Kiosk salesman in China

Chinas makroökonomische Disparität

NEW HAVEN – Strukturwandel und Neuausrichtung sind gewaltige Unterfangen für jede Volkswirtschaft. China konzentriert sich seit fünf Jahren auf diese Ziele. Das Land strebt danach, sein leistungsstarkes, aber unausgewogenes, überwiegend auf Exporten und Investitionen beruhendes Wachstumsmodell in eines zu verwandeln, das überwiegend durch den Konsum angetrieben wird. Ein Erfolg muss her, wenn China die gefürchtete „Falle des mittleren Einkommens“ vermeiden will – einen Wirtschaftsabschwung, den fast alle wachstumsstarken Entwicklungsländer erleben, wenn sie Einkommensschwellen erreichen, die mit der in China heute vergleichbar sind.

Die Ergebnisse sind uneinheitlich. China war überaus erfolgreich bei seinen anfänglichen Bemühungen, die Branchenstruktur seiner Volkswirtschaft vom produzierenden Gewerbe auf Dienstleistungen umzustellen (die seit langem als Grundlage moderner Konsumgesellschaften gelten). Bei der Ankurbelung des privaten Konsums aber hat es deutlich weniger Fortschritte gemacht. China hat nun keine andere Wahl, als diese Disparität direkt in Angriff zu nehmen.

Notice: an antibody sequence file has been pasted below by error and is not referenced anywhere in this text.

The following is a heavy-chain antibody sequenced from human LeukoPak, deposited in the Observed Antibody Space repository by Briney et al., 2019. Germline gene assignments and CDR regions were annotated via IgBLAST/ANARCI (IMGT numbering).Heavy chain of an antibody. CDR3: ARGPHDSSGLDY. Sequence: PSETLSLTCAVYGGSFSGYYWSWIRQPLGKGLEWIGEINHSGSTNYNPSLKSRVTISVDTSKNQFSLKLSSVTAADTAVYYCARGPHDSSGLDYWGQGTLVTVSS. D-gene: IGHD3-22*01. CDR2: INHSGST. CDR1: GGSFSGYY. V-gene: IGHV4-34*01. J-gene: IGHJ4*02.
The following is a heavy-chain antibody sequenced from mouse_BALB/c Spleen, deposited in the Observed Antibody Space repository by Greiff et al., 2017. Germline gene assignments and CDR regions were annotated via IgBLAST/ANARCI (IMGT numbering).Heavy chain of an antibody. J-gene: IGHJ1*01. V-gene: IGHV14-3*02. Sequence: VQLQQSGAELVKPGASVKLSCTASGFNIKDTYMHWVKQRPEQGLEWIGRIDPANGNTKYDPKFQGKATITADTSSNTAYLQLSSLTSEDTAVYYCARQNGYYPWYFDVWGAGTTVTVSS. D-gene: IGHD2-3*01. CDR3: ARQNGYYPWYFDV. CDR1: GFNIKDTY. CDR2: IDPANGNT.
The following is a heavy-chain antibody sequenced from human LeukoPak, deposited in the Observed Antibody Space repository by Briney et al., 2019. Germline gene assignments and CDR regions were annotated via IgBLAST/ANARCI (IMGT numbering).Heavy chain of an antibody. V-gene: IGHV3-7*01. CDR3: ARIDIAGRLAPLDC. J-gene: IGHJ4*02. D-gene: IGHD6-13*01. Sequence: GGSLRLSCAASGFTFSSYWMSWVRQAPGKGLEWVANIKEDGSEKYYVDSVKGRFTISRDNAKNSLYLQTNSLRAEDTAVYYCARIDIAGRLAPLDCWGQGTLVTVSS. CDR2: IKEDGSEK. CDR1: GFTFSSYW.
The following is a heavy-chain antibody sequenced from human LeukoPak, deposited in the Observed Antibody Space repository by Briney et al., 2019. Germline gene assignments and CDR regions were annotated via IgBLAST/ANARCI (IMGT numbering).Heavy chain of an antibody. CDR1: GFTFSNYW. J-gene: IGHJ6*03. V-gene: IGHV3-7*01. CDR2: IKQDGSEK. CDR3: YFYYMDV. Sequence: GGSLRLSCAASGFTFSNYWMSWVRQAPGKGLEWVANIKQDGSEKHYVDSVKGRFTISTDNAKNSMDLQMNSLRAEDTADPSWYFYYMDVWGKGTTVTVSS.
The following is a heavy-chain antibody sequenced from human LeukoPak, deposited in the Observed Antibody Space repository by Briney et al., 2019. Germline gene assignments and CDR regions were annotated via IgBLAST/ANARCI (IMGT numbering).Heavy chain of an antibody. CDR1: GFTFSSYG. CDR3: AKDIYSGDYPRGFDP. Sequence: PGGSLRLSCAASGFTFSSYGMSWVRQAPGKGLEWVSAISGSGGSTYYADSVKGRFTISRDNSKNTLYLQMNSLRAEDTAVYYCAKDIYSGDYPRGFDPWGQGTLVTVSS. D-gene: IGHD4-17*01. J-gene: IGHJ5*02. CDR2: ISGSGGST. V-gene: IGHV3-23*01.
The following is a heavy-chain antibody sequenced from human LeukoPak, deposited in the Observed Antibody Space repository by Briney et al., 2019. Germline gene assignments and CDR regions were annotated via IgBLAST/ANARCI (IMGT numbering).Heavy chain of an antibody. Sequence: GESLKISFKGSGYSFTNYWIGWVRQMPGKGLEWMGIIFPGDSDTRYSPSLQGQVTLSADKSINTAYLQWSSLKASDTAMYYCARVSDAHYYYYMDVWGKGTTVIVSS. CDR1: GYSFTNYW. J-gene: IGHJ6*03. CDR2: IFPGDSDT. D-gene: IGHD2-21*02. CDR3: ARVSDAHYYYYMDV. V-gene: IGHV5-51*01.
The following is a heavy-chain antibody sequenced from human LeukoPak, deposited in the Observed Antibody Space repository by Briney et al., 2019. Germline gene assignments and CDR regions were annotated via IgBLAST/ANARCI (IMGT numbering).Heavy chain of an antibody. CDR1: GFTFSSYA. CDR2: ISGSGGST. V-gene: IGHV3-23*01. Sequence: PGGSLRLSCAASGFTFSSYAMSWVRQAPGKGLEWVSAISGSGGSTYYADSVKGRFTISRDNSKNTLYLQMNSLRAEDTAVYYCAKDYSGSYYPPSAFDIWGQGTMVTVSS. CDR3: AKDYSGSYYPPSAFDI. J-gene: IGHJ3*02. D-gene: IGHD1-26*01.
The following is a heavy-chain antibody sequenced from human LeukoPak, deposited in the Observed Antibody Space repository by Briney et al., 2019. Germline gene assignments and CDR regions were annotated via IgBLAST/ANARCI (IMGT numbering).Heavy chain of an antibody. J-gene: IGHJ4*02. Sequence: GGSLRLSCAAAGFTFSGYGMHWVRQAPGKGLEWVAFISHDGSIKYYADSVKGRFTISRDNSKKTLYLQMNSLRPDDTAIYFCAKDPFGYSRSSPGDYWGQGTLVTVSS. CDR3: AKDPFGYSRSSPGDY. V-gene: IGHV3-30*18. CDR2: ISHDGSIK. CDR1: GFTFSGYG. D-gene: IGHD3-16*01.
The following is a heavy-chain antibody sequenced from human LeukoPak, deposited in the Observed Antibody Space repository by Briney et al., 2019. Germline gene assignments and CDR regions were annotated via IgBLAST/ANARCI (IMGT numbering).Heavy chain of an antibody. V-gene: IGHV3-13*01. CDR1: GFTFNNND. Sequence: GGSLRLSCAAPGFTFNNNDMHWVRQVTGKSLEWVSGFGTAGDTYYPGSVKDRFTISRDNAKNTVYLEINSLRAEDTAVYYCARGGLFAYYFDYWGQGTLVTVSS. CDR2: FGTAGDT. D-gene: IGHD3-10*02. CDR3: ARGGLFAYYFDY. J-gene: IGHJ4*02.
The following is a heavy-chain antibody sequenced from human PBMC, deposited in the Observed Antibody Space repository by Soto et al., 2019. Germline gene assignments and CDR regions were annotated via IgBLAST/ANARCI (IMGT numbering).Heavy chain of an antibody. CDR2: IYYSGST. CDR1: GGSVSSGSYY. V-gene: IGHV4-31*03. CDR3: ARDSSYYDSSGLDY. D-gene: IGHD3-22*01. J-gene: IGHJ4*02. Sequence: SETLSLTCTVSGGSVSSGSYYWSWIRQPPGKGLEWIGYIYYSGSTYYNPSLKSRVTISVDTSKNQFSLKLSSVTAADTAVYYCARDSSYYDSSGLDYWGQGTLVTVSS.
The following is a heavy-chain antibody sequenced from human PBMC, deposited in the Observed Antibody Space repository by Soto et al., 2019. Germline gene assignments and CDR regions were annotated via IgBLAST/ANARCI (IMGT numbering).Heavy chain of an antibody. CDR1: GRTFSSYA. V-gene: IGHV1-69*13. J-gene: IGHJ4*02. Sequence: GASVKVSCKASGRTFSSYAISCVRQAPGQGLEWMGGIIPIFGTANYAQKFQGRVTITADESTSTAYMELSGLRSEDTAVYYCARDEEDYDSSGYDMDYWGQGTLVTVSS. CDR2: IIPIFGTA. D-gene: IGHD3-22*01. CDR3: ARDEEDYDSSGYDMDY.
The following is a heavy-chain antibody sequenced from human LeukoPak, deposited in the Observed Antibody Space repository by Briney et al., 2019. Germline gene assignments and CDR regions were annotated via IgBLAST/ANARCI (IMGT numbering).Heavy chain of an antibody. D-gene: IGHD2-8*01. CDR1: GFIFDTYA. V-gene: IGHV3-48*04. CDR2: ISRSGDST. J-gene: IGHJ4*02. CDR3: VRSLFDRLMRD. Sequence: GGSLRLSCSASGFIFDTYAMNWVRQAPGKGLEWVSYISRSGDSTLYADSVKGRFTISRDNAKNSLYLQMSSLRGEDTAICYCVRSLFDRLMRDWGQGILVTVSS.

Die Entwicklung des chinesischen Dienstleistungssektors war insbesondere in den letzten Jahren beeindruckend. Der Anteil des Sektors am BIP wuchs laut offiziellen Statistiken von 44% im Jahr 2010 auf 51,6% in den ersten drei Quartalen des Jahres 2015. Das ist fast doppelt so schnell wie der Anstieg um vier Prozentpunkte, der im in Kürze auslaufenden 12. Fünf-Jahres-Plan ursprünglich vorgesehen war.

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